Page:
One Year of Latent Space

At our Final Frontiers event on Friday, we'll be celebrating one year of Latent Space. In just 12 months, it has grown from an idea to the #1 AI Engineering podcast, peaking at #10 in the US Tech podcast charts, and crossing 1 million unique readers on our Substack.

Launch Tweet

The original launch tweet (opens in a new tab)

I wanted to share some of the learnings I had while building this, since I get asked often.

Be timely, or be timeless

We only do three types of episodes on Latent Space:

Cover the under-covered

Our second episode ever was with Varun Mohan of Codeium (opens in a new tab); they had 10,000 users at the time. In Feb 2024 the company raised $65M and is now one of the largest cos in the AI dev tooling space with over 300,000 users.

Covering promising people and companies before they blow up will build 1) a lot of goodwill with the guest, as you were an early believer, and didn't just invite them because they are popular 2) a reputation with your audience as the place where interesting new tools are discovered.

A lot of the interest in Latent Space has been from people valuing us as a "bullshit detector". They can trust that most of our guests are serious people with real products.

Interview the famous people too!

Our first breakout episode was having George Hotz (opens in a new tab) on the podcast. I sent George a cold email and he agreed to come on. In the studio he shared this: "I get a lot of people inviting me to podcasts, and to decide I listen to one episode and if I learn something new in the first 5 minutes of listening, I accept.". (George has only been on ours and Lex Fridman's pod in the past year to my knowledge)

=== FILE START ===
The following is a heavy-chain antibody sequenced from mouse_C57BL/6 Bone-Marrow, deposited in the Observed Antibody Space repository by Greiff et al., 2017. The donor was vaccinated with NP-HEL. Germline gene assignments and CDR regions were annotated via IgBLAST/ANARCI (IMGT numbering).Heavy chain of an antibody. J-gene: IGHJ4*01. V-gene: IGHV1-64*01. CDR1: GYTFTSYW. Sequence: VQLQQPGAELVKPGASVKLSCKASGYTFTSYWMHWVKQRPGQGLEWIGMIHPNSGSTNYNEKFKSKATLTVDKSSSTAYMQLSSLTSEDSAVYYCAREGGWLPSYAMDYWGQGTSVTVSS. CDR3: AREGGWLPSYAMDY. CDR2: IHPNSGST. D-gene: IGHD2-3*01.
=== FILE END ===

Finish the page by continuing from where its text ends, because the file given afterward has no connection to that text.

The best guests will only come on if they think they'll get asked good questions, so make sure that every single episode you put out represents the quality of your show. Swyx and I cancelled multiple episodes after recording them because we didn't think the quality was high enough.

You might also have some of them as fans already. I also cold emailed Chris Lattner about coming on, and he responded saying he had listened to the show before and was a fan! Those are some of the most rewarding moments.

In-person recording > Remote

We have done 55 episodes of Latent Space so far, and only a handful of them were done remotely. The rest was either at our studio in San Francisco or with our portable mics. We have a pretty strict in-person policy for guests.

There are a few reasons why:

George Hotz in the studio Hard to express how confused you are by PyTorch class definitions through a webcam

For the studio, we first rented StudioPod (opens in a new tab) in the Mission, but eventually just built our own at the Newton (opens in a new tab). The setup for 4 mics is ~$5-6k. It’s been nice to have a shared table where people can “lean in” rather than sitting away on different couches (another good suggestion / insight that swyx had).

New studio at Newton

Create "thumbnails" of content

Just like with everything else, podcasts have a funnel. You can think of 4 stages of it: promotion tweets -> Substack post -> audio skimming -> full episode listen.

Not everyone has 1 hour to listen to an episode, but you want to deliver as much value as possible to them:

Many people will find value in it from just the 5 minutes version. You are able to grow an audience and fan base much more quickly than just hoping people will invest 1-3 hours to check out a few of your episodes. It also makes it easier for people to catchup on past episodes.

Trust your gut on what isn’t working

There have been a bunch of things that we have changed over our first year. None of them had clear “metrics”, but we just felt they weren’t working. This was our first set: